When is Manslaughter Applicable?

When a person kills another without malice, they can be charged with manslaughter. In Arizona, manslaughter is a class 2 felony and is punishable by up to 12.5 years in prison. Manslaughter occurs in instances where the perpetrator had no intention of killing the victim, and the killing results of unintentional actions such as reckless driving or a fight that gets out of hand.

What is the Punishment for First and Second Degree Murder in Arizona?

As previously stated, first-degree murder is classified as a class 1 felony and carries a sentence of either life in prison without the possibility for parole or the death penalty. Second-degree murder is classified as a class 2 felony and is punishable by up to 22 years in prison.

What is the Difference between Murder vs Homicide?

Homicide is the act of one person killing another. It is an umbrella term for killing a person and includes acts outside of murder, such as manslaughter. Murder is a form of criminal homicide, differentiated by the perpetrator's intent. To convict someone of murder, the prosecutors must prove someone intended to kill another person, and if that proof doesn't exist, the charge will be reduced to manslaughter.

In Conclusion, Know Your Rights

If you find yourself facing homicide charges in Arizona or any other state, don't panic. You have the right to a fair trial and the right to defend yourself. Being charged with murder is a serious matter, and you should seek the help of a qualified and experienced criminal defense attorney. They can assess your case and explore your defense options, including negotiating a plea agreement or taking your case to trial.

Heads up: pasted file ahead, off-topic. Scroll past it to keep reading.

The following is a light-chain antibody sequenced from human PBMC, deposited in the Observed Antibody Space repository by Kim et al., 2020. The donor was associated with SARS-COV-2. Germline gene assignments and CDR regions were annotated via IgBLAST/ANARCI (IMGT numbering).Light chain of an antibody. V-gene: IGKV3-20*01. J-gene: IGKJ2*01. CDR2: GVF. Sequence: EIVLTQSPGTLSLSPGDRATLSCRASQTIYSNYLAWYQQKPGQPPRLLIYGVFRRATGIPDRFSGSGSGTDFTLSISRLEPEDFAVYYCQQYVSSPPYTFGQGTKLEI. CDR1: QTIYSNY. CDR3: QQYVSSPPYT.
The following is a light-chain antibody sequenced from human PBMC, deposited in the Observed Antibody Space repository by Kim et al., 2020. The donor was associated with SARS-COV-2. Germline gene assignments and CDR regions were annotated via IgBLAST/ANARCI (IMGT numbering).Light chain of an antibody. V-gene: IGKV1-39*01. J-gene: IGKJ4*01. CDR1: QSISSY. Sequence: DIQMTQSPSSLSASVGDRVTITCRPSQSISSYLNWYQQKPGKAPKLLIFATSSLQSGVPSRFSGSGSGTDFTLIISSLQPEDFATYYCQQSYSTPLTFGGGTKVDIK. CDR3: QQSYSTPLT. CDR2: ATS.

First-Second-degree murder in Arizona

Boating DUIs: Understanding the Use of Field Sobriety Tests in Arizona's Checkpoints

The Importance of Field Sobriety Tests in Boating DUI Cases

Arizona, like many other states, has strict laws against driving under the influence (DUI). However, many people may not realize that these laws also apply to boating under the influence (BUI). Boating while intoxicated can be just as dangerous as drunk driving and can have severe consequences. In fact, in Arizona, the penalties for a BUI conviction are similar to those for a DUI conviction. So, what happens when someone is suspected of boating under the influence? This is where field sobriety tests come in.

What Are Field Sobriety Tests?

Field sobriety tests (FSTs) are a series of tests that law enforcement officers use to evaluate drivers and boaters suspected of being under the influence of drugs or alcohol. These tests are designed to measure a person's cognitive and physical abilities to see if they are impaired. There are three standardized FSTs that police officers use in Arizona:

  • Horizontal Gaze Nystagmus: A test where the officer will hold an object (usually a pen or finger) about 12-15 inches away from the suspect's face and move it back and forth while looking for an involuntary jerking of the eyes.